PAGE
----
Private Label and Kirkland’s Advantage

The entire private label category is having a moment. It’s growing four times faster than national brands, and almost every major retailer has ramped up their private label efforts in recent years. And yet, Kirkland is still the largest one. 

There’s a few reasons why Kirkland became the biggest private label brand. One reason is their low-price business model. Sinegal mentioned in a recent lecture that he prides Costco on having “absolute pricing authority”. It means customers can be absolutely sure that Costco has the lowest prices anywhere. There’s only one company at a time that can deliver on this promise! And Costco has. In fact, their whole business is built around offering lower prices. They have a captive customer base that shops in bulk at their store. And Kirkland sits right in the middle of this strategy. 

But the best explanation for why Kirkland is so successful is their brand. Kirkland launched in 1992. It’s had 28 years to compound, which is much longer than most private label brands (AmazonBasics, for example, started in 2009). Additionally, Costco is laser focused on Kirkland. Kirkland stretches across all categories: from frozen salmon to plastic food wrap. In contrast, other retailers have a different brand for each category. Kroger has over a dozen private label brands, while both Target and Walmart each have over 30.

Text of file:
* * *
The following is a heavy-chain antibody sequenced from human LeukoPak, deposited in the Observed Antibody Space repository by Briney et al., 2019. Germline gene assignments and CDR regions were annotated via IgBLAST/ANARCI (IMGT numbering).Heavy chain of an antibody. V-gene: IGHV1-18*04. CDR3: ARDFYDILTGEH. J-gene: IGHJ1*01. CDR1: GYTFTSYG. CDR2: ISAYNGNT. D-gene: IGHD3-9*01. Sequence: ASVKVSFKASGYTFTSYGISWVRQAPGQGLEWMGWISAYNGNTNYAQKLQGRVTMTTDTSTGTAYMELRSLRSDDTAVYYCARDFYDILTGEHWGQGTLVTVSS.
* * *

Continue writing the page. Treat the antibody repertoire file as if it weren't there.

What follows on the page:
Retailers don’t market private label brands outside their stores. The only way a private label brand is built is when a customer buys a product, loves it, and wants more. Then, they repeat this process over and over again. The Kirkland Signature brand has been around for nearly three decades and spans hundreds of products. It’s had a lot of time to build up brand equity. 

Takeaways From Kirkland

What can we learn from Kirkland?

Leverage your distribution. Costco built up one of the largest retail footprints in the world by ruthlessly offering the lowest prices. This distribution gives them favorable terms with everyone in the ecosystem, from suppliers to customers. Costco has a strong brand and a physical footprint that lots of customers flock to, and this gives them power in this value chain. 

Consider supplier incentives. For CPG companies, customer acquisition (especially through retail) is one of the most important problems. As long as it’s profitable, these brands are willing and excited to manufacture products for Kirkland. 

Great brands take years to build. It’s hard to quantify exactly how popular Kirkland has been since its founding in 1992, but no doubt that there’s been a lot of buzz about it in the past few years. It’s fully in the American zeitgeist: ask anyone where the best deals are and they will mention Costco and Kirkland. This kind of loyalty, especially without any marketing spend, just takes a long time to build.